How Adaptive Algorithm Work With Mimo/Ofdm: Research Paper Examples
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Multiple-input multiple-output (MIMO) systems technology has been used in combination with OFDM (orthogonal frequency division multiplexing) to come up powerful air-interface solutions for use in next-generation digital wireless communication. MIMO/OFDM technology has been adopted by different wireless standards such as Wi-Max, W-LAN (wireless local area networks), and 3G-LTE and 4G-LTE (third and fourth generation Long-Term Evolution) mobile technology. This is because MIMO/OFDM-based channels offer high data transmission rates over multiple paths and frequency selective fading channels (Kakadiya, Solanki, Hadia & Rathod, 2013).
How Adaptive algorithms work with MIMO/OFDM:
Mechanism of work:
Channel estimation in MIMO-OFDM systems is a difficult task due to frequent changes in channel parameters. It is, therefore, important that an appropriate channel estimation technique be found to track the changes in parameters using a variety of adaptive algorithms.
The adaptive filter in an algorithm can be based on recursive least square (RLS), least mean square (LMS), or linear-quadratic estimation (LQE) also known as KALMAN that does not need prior knowledge of noise and channel SOS (second order statistics). RLS adaptive estimation with adaptive forgetting factor is very effective in frequency selective fading. LMS adaptive estimation is mostly used to bolster channel performance but due to its serious estimation errors and low convergence speed, it is used together with KALMAN to provide more accurate estimates. However, transferring LMS results to the KALMAN filter increases the computational complexity. To reduce computational complexity, adaptive filter based algorithms use MMSE (minimum mean square error) or LS (least square) methods (Kakadiya et al., 2013).
Multiple input and multiple output (MIMO):
MIMO technology uses multiple transmission antennas and multiple receiver antennas to improve spatial diversity and consequently improve carrying capacity.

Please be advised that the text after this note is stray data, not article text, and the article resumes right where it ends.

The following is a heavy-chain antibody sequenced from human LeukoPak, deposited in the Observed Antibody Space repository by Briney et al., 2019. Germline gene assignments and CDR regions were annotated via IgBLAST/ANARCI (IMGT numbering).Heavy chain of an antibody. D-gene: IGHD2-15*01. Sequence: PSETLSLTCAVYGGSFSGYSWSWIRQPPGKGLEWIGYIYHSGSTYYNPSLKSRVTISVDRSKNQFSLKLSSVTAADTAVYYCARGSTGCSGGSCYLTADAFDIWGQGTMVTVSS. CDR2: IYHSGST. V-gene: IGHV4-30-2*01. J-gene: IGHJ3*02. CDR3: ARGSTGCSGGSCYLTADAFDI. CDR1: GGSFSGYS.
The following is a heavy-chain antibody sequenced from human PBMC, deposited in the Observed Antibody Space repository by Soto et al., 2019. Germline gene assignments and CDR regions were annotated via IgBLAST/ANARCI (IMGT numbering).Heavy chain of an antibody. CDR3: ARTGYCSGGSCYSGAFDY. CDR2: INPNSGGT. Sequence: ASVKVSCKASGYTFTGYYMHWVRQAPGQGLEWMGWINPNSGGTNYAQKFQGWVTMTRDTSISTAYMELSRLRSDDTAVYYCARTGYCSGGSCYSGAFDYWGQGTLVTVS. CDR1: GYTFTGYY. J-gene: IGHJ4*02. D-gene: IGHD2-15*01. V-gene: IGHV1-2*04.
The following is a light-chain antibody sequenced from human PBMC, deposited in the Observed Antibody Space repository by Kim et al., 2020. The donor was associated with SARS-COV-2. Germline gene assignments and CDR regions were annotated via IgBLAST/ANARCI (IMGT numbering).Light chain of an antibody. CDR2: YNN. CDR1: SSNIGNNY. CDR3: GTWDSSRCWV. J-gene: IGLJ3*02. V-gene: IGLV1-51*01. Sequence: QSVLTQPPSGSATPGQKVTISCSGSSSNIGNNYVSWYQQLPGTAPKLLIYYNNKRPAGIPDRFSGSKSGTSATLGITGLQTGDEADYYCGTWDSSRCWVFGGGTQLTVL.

Functions of MIMO:
MIMO has three main functions i.e. precoding, spatial multiplexing and diversity coding.
Precoding: refers to an abstraction of beam forming that supports multi-layer transmissions in wireless communications using multiple antennas. In traditional single layer beam forming, each of the transmitting antennas transmits the same signal but using appropriate weighting that maximizes signal power at the receiver output. When there are multiple receiving antennas, single layer beamforming cannot maximize signal levels at all receiving antennas simultaneously. Multi-layer beam forming is thus required for throughput maximization in multiple receive antenna systems. Beamforming has various benefits such as increasing receiving signal gain by adding up signals from different antennas constructively, and reduce multipath frequency fading. Precoding can be classified as single or multiple user MIMO (Gesbert, Kountouris, Heath Jr., Chae & Salzer, 2007).
Spatial Multiplexing: Involves splitting a high rate signal into multiple lower rate streams and each of the lower rate streams is transmitted from a different antenna but of the same frequency channel. If the sent signals arrive at the multiple receiving antennas with sufficiently varied spatial signatures, the streams are separated into parallel streams by the receiver. Spatial multiplexing is a powerful method for increasing channel capacity at higher SNRs (signal to noise ratios) (Gesbert et al., 2007).
Diversity Coding: Diversity coding techniques apply best when the transmitter does not have prior knowledge of the channel. In this MIMO function, a single stream is transmitted but the signal is coded using space-time coding techniques. Each transmitting antenna emits signals with near orthogonal or full coding. Diversity coding also exploits independent fading observed in multiple antenna links thus diversifying the signal more. Since channel knowledge does not exist, there is no array gain or beam forming observed from diversity coding (Gesbert et al., 2007).
Forms of MIMO:
Multi-antenna types: This form of MIMO is essentially classified according to the number of antennas. Conventional multi-antenna MIMO (single user MIMO) has multiple transmitting antennas and multiple receivers. The technology is mostly used in 802.11n wireless LAN standards. Other special forms of MIMO classified based on antenna number include multiple-input-single output (MISO) where there is a single receiving antenna. Single input and multiple-output is one where the transmitting antenna is only one but with multiple receiving antenna (Gesbert et al., 2007).